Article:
ST. FRANCOIS COUNTY SHERIFF
Malissa Ancona now says she killed her husband.
The cat-hoarding wife of a Ku Klux Klan leader in rural Missouri pleaded guilty this morning to murdering him in 2017 and dumping his body.
Malissa Ancona, 47, admitted in St. Francois County Court to shooting Frank Ancona twice in their house in Leadwood.
"I fired both shots that killed my husband," Ancona told Judge Wendy Wexler Horn, the St. Louis Post-Dispatch reported
The killing was the subject of a Riverfront Times cover story in March 2017
As we reported then, Frank Ancona had confided to relatives and others that he suspected his wife had drugged him in the past and was possibly trying to kill him. Then, in February 2017, he went missing. Investigators soon discovered bizarre online posts made by Malissa Ancona, seeking a roommate. She told law enforcement she believed her husband had left her, so she was looking for someone to help with the bills.
Frank Ancona's body was discovered near a river outside the small town of Belgrade, Missouri, shortly after he was reported missing by family members. Investigators quickly focused on his wife and stepson, Paul Jinkerson Jr., as the prime suspects. They were both charged on February 13, 2017 with first-degree murder, tampering with physical evidence and abandonment of a corpse.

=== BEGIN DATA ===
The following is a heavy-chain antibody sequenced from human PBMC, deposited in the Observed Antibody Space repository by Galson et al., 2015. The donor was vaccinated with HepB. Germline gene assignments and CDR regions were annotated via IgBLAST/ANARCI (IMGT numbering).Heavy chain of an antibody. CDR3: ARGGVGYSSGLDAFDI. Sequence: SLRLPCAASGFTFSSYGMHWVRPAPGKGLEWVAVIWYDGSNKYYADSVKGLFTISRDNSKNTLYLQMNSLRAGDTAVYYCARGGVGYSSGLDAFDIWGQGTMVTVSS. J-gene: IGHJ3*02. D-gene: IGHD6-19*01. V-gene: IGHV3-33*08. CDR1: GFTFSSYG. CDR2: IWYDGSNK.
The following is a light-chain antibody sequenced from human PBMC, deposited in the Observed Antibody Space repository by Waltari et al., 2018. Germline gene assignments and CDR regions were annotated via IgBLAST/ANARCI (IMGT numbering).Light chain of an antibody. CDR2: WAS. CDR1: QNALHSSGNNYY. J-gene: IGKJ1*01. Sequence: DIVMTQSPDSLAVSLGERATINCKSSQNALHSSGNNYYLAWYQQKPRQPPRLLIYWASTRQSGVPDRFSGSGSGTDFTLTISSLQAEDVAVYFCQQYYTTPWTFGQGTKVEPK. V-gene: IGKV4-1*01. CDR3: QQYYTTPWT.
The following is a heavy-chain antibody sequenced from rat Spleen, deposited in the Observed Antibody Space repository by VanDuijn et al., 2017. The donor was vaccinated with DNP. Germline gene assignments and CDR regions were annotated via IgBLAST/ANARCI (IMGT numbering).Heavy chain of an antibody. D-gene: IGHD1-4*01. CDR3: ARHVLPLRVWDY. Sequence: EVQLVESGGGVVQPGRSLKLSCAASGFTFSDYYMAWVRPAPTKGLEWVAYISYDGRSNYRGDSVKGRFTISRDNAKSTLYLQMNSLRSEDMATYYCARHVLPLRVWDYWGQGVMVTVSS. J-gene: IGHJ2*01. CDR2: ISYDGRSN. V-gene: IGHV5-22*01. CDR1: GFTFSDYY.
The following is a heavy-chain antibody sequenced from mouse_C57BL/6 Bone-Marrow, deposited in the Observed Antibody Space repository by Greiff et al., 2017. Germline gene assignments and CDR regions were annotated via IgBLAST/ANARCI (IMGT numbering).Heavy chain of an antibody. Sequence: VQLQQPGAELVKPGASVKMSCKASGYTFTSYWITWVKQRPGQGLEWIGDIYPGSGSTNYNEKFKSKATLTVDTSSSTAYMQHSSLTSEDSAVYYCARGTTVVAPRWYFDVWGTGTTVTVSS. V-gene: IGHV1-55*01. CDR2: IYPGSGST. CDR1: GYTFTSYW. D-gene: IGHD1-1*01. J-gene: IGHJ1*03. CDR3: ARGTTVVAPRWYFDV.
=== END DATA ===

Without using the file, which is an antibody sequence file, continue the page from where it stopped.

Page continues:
Malissa Ancona's story has changed repeatedly since the killing. She at first blamed her son, Jinkerson, saying he fired on her sleeping husband in the master bedroom of the house. She later wrote the judge a letter
, saying she was actually the shooter, only to say in a later letter she hadn't been in her right mind when confessing.
She had been scheduled for a hearing this morning to set dates in her trial, but the Post-Dispatch
reports that she instead made a deal with prosecutors to plead to second-degree murder, tampering with physical evidence and abandonment of a corpse. She told the judge that Jinkerson was not involved in the killing but helped her clean up the crime scene and dispose of the body.
Jinkerson's case is still pending.
Before his death, Frank Ancona had made brief appearances on the national stage through interviews with the New York Times
and MSNBC, leveraging his role as the imperial wizard of the Traditionalist American Knights of the KKK. Despite the grandiose name, the hate group was a tiny, disorganized collection of small-town white supremacists numbering maybe 40 at the height of the organization's influence, the Southern Poverty Law Center previously told the RFT
PHOTO ILLUSTRATION VIA TRADITIONALISTAMERICANKNIGHTS.COM
Frank Ancona portrayed himself as a powerful KKK leader, but the public image concealed a messy private life.
Ancona had supported her husband in his Klan activities, sewing robes for him and other members — an activity that earned her the mocking nickname "Seamstress for the Klan" from an ex-husband. But she and Frank Ancona clashed in the months before his death.
Against her husband's wishes, she turned their house into a filthy, off-the-books animal rescue, relatives and animal rescue workers say. When law enforcement arrived at the couple's home to investigate Frank Ancona's death, they had to pick their way through piles of garbage and dozens of cats, who had free reign of the place.
Relatives say Frank Ancona had talked of leaving his wife, but worried what she might do.
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